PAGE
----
A Cure for Healthy Computing
Like Picking a Good Doctor, Selecting the Right Environmental Software Takes Work
- By Elizabeth Donley
- Apr 01, 2007
Did you ever notice that advertisements for environmental, health and safety (EH&S) software products sound like commercials for pain relief?
Every product seems to be the leading solution that alleviates the burden, meets your unique requirements, comes from a trusted provider that knows exactly why you hurt and how to fix it, and, of course, is easy to use. Isn’t that what everyone wants when they purchase an information management system? But did you read the fine print? Note: implementing this system may cause nausea, loss of sleep, or the occasional shutdown of a vital system.
A Specialist for Every Problem
All systems have certain characteristics in common – whether you’re talking about the human body and its internal systems or a company and its EH&S information systems. Just like the body, the EH&S software industry has many parts and there is a specialist for each part. We have neurology (corporate EH&S management), pulmonary (clean air compliance), gastroenterology (waste tracking), urology (water systems), etc. Some specialties overlap (like waste often produces air pollution – oops, pardon me).
It’s complicated – so the world is full of specialists to address your every complaint. The problem is that every specialist sees the world from the perspective of his or her own specialty. For example, mention that your head hurts to a neurologist, a psychiatrist and an optometrist and you're likely to get three different preliminary diagnoses. You’ll get similar results if you contact a software developer who offers an environmental management system (ISO 14001), another who specializes in regulatory compliance data management and a third who views environmental compliance as a component of overall business performance. While each of these vendors offers a product that the consumer might describe as a corporate environmental information management solution, these products have different objectives and meet very different needs. Ultimately, only one is likely to be the right solution for your particular problem.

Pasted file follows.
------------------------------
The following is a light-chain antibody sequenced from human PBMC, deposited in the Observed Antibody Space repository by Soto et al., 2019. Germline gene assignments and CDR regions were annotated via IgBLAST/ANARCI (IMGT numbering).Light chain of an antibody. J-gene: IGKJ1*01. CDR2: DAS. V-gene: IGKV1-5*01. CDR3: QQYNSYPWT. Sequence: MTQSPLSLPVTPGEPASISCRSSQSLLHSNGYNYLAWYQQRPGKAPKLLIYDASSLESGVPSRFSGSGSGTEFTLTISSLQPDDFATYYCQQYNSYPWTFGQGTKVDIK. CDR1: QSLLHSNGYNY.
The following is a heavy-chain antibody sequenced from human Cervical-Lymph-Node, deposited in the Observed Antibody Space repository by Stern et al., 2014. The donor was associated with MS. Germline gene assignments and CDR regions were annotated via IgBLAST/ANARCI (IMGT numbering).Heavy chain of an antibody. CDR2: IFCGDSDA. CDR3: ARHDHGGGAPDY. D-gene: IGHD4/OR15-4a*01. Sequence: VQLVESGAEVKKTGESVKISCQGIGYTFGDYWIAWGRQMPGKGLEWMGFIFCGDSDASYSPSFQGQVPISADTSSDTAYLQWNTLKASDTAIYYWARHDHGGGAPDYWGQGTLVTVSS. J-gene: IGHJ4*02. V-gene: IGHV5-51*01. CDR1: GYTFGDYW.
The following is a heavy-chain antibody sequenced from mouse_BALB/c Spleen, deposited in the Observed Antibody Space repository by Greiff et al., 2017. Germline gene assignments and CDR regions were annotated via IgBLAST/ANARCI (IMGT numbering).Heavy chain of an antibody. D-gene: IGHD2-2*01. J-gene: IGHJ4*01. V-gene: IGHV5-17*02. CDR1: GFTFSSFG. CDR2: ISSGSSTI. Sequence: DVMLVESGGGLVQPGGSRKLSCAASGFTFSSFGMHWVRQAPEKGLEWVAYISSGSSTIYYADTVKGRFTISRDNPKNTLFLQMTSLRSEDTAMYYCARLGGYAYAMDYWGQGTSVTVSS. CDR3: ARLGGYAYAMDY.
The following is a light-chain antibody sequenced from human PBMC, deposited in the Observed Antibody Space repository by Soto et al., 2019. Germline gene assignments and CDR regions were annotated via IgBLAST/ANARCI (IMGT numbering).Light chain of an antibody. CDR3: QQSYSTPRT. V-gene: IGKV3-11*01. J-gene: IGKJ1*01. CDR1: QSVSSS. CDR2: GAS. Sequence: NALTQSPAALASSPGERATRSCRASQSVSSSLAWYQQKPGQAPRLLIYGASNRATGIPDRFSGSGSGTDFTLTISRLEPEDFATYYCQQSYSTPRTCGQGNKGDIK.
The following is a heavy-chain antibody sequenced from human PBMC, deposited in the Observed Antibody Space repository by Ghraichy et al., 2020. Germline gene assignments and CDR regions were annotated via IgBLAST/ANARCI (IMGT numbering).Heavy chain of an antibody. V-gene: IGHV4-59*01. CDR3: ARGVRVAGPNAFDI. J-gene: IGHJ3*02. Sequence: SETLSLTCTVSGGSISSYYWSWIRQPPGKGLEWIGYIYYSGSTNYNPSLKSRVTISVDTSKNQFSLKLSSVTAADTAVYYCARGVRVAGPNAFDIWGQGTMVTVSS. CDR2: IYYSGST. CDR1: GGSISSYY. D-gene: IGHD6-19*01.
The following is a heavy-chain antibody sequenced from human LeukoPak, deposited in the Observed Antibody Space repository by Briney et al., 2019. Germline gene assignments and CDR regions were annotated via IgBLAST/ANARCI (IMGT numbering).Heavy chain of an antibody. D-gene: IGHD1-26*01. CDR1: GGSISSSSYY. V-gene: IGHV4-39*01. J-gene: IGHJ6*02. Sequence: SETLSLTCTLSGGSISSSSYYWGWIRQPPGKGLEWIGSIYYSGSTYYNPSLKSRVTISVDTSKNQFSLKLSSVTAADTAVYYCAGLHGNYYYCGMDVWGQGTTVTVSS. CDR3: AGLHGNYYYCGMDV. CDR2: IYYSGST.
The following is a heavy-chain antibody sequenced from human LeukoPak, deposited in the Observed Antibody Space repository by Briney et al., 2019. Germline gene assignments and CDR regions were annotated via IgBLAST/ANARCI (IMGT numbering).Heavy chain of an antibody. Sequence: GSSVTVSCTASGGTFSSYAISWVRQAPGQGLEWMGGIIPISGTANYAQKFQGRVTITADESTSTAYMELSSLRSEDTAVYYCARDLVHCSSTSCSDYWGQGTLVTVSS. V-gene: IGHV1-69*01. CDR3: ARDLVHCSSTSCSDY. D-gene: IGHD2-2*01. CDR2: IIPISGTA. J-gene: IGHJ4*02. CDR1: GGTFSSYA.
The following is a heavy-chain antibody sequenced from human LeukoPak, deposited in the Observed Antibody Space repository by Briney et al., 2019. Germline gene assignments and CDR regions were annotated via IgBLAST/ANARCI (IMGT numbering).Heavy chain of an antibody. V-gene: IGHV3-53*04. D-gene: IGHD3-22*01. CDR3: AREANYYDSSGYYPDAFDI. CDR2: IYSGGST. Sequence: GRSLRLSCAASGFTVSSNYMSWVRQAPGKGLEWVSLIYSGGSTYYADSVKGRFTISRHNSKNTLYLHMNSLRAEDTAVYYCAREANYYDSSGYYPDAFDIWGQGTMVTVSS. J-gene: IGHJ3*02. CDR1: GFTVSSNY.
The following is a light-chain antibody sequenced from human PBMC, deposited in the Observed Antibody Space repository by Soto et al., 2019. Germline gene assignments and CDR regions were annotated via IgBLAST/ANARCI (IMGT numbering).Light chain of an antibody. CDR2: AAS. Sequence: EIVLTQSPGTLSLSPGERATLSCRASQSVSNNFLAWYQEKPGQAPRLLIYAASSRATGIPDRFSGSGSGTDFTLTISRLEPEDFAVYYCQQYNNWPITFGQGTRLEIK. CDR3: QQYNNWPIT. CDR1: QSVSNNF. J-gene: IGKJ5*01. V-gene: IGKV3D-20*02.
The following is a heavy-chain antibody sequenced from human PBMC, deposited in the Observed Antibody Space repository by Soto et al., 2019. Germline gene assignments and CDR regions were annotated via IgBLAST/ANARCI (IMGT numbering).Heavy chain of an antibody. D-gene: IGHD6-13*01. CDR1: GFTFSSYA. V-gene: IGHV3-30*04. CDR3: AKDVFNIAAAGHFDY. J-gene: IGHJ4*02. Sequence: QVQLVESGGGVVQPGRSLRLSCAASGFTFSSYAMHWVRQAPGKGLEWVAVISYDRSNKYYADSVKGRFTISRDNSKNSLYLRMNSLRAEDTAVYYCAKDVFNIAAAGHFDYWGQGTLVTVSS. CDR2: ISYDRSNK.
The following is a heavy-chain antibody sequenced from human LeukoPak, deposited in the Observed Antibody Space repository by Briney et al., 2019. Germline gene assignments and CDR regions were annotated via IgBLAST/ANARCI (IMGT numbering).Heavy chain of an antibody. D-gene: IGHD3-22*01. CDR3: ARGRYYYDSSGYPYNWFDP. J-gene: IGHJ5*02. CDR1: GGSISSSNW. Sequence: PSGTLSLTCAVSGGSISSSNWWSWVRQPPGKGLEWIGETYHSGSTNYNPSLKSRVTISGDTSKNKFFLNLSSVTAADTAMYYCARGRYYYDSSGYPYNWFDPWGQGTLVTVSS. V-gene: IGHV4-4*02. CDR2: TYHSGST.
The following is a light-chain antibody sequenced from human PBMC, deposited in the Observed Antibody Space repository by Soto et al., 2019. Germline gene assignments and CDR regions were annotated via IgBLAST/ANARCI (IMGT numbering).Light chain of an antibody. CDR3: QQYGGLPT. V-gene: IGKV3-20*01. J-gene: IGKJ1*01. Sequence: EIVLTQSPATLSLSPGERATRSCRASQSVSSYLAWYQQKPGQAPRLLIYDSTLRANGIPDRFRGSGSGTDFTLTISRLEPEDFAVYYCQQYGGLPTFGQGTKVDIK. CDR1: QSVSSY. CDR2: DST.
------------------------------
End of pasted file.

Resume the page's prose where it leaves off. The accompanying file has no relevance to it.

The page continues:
Say you want it all. A doctor who treats the whole body and all patients – young and old – is a general practitioner (GP). An EH&S management information system (EMIS) is like a GP; it addresses the whole of EH&S information management, providing the most common functions needed by most companies. And, as with a GP, you’ll still probably need a specialist for some things.
Some people are health-conscious – they exercise, eat lots of organic fruits and veggies and practice preventive healthcare. Likewise, some companies are eco-conscious – they have pollution-prevention programs, are proactive in green initiatives like energy conservation and sustainability, and they institute behavioral safety and healthy-living programs. A company's culture reflects its commitment to protecting human health and the environment.
But we all know that talk and action are two different things. In reality, U.S. companies that are truly eco-conscious are about as common as Americans who are consistently health-conscious. We like to think that we are a nation preoccupied with healthy living and a concern for the environment. But the truth is we are a nation of consumption. By contrast, Europeans tend to be more health-conscious and European Union companies are more likely to adopt voluntary environmental performance initiatives.
The U.S. company that is considering software for sustainability or environmental performance metrics would do well to consider whether the company’s EH&S program is characterized more by a culture of eco-consciousness or the more common – a pragmatic desire to comply.
Cause and Effect
Regulatory compliance still rules in the U.S. Whether you’re talking about healthy living or environmental protection, governmental regulations continue to be the main line of defense to protect us from ourselves. Every pain pill has to satisfy the Food and Drug Administration, every doctor has to be approved by the medical licensing board, and every company has to comply with Environmental Protection Agency and Occupational Safety and Health Administration regulations. We all want to do what's best for the environment and the health and safety of our workers, but it is more often laws and regulations that push us from talk into action. The U.S. demand for EH&S software responds more to new laws and regulations than anything else.